So, how is IoT changing data and their uses during the information age?


Firstly, IoT aims to avoid looking at data in isolation.

In order to utilise data to their full potential one must integrate data across devices, applications and formats. By evaluating data in such a way, and by making them open and accessible, companies who integrate and publish these sorts of resources produce a much more insightful and qualitative service. Exchanging data at an IoT scale is a service that OpenSensors make available. Their data exchange allows companies or individuals the opportunity to share, build and understand new content with the ultimate goal of cultivating innovation. This is an important aspect of using and relying upon open data as often a culture of isolation is embedded in businesses which can be difficult to change. 

This is not an entirely new concept however; throughout history many iconic products were created by collaboration between data, knowledge and businesses. The difference is that IoT enables collaboration much more cheaply, highly optimised, and accessible to smaller businesses and individuals who may utilise services from a bottom up approach. For example, Herelabs, associated with OpenSensors, provides small localised datasets regarding water and environmental air quality in certain regions. This is valuable for coastal communities who may rely on fishing, and allow for the optimisation of shipping duration or identifying better areas to drop nets.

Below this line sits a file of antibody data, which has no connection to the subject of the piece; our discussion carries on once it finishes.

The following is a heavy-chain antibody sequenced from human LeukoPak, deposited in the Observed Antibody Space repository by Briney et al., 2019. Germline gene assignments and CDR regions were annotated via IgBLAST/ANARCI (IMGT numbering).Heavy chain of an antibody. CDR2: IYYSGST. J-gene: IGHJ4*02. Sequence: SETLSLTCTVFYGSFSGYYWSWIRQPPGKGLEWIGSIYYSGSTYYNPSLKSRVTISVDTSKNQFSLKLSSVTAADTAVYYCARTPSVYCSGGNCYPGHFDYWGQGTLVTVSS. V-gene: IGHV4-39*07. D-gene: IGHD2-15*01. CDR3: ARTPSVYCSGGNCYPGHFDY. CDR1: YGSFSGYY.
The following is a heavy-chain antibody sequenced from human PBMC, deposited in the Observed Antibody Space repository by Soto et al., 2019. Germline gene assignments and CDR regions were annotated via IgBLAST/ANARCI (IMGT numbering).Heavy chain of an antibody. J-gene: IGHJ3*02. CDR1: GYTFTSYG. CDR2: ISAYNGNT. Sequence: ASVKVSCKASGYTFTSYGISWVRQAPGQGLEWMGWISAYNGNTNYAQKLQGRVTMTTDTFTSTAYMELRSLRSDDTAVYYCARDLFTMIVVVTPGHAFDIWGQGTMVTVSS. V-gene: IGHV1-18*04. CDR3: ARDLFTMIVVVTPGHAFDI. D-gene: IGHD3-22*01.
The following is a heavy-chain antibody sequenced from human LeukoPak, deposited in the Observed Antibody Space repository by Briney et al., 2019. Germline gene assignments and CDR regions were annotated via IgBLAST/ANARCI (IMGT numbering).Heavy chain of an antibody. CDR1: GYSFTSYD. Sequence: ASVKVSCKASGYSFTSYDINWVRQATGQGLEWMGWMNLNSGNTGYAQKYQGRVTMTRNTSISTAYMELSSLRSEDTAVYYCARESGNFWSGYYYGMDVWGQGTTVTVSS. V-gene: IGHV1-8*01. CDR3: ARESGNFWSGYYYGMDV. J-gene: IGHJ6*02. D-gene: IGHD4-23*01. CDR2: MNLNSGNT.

Secondly, IoT is changing the perspectives and best practices of businesses.